Long at last, Johnny Robinson will receive the glory owed to a legendary safety that once played for one of the greatest defenses in the history of professional football.
The Pro Football Hall of Fame Selection Committee announced last February the Kansas City Chiefs legend will be enshrined as the senior nominee of the Hall of Fame’s Class of 2019. Robinson will enter the Pro Football Hall of Fame on Aug. 3.
It took approximately 10 minutes for a 48-person selection committee to approve the senior nomination, according to NFL Hall of Fame voter Rick Gosselin. As it turns out, Robinson’s vote was one of the quickest of the 2019 class. But don’t let that fool you — it took decades for Robinson to get the invite to wear that coveted gold jacket.
“I drew a list of 100 names that needed to be discussed, that somehow, someway slipped through the cracks,” said Gosselin, who became the Dallas rep on the Hall of Fame Selection Committee in 2004. “Two guys were glaring omissions. Jerry Kramer and Johnny Robinson. After we got Kramer in, I thought Johnny was the best player that absolutely needed to get in.”
Bob Thompson became borderline obsessed.
In Thompson’s mind, the clock was ticking, and Thompson wanted his stepfather in the hall sooner rather than later.
Inside Robinson’s Monroe home is a painting of the 1960s All-Decade Team hanging on the wall of his trophy room. It’s his prized possession that features the Pro Football Hall of Fame’s combined AFL and NFL All-Decade Teams. It features names like Gale Sayers, Bart Starr and Jim Brown. Gosselin called it the golden era of football, and everyone in that painting, including Robinson, deserved the ultimate honor.
“I’ve been out of football for 47 years,” Robinson said. “I’ll be 80 years old when I enter the hall of fame. A lot of us are dying. But I get a chance to see some guys that I played against. That’s going to be a thrill for me.”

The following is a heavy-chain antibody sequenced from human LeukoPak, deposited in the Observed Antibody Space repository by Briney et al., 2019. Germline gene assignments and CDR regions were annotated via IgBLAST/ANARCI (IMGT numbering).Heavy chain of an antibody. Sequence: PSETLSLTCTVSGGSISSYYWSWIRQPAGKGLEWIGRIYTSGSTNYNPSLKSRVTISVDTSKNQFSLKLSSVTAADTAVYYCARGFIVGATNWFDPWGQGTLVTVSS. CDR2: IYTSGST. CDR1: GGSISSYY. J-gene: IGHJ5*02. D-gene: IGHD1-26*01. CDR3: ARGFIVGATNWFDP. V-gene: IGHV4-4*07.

In reality, that was just one of many reasons Thompson wanted to see Robinson enter the hall of fame. Another reason was to witness Robinson immortalized with the greatest of all time, so others could view Robinson how Thompson always did.
After all, before Robinson became Thompson’s stepfather, Thompson idolized Robinson as he and other family members would gather around the radio on Saturday nights to listen to LSU Tiger football. Thompson followed Robinson’s career from LSU to Kansas City closely and looked up to him the way many today view LeBron James and other famous professional athletes. Thompson feared future generations wouldn’t see Robinson as the all-time great he is.
“For instance, my daughter Jordan always viewed him as pawpaw,” Thompson said. “She knew he played football, but she’s 21 years old now and it’s starting to click in just how great he is. When you see all of these former greats talk about (Robinson) like the legend he is, it’s just different.”
But year after year, Thompson hoped. And year after year, he, along with Robinson, waited to no avail.
So Thompson took up becoming Robinson’s manager, wrote countless letters to hall of fame voters and continued to bring recognition to Robinson’s glaring omission in the hall of fame.
Robinson’s case only grew stronger as the years went along, and once Gosselin helped make it a mission of the senior committee to induct legendary players that fell through the cracks, momentum started to build for Robinson.
Thompson knew the tide had turned after the announcement of the 2018 Pro Football Hall of Fame Class. Kramer was the senior nomination, and Thompson saw it as an absolute win.
“I grabbed (Robinson) and walked him back to that 1960s picture and pointed to it,” Thompson said. “I said, ‘Now that Kramer is in, next year is yours. He just opened the door for you.’”
Thompson was right. Gosselin assured Thompson and Robinson that after Kramer’s induction he would not support any other senior nominee but Robinson.
“Obviously he was worthy,” Thompson said. “I can’t tell you what I felt. What would you feel like if it was something you worked on for decades?”
Robinson was overcome with emotion when he received word 2019 was, in fact, his year. He also had a little fun with it.
“A lot of my cards went up in value… “
Numbers Don’t Lie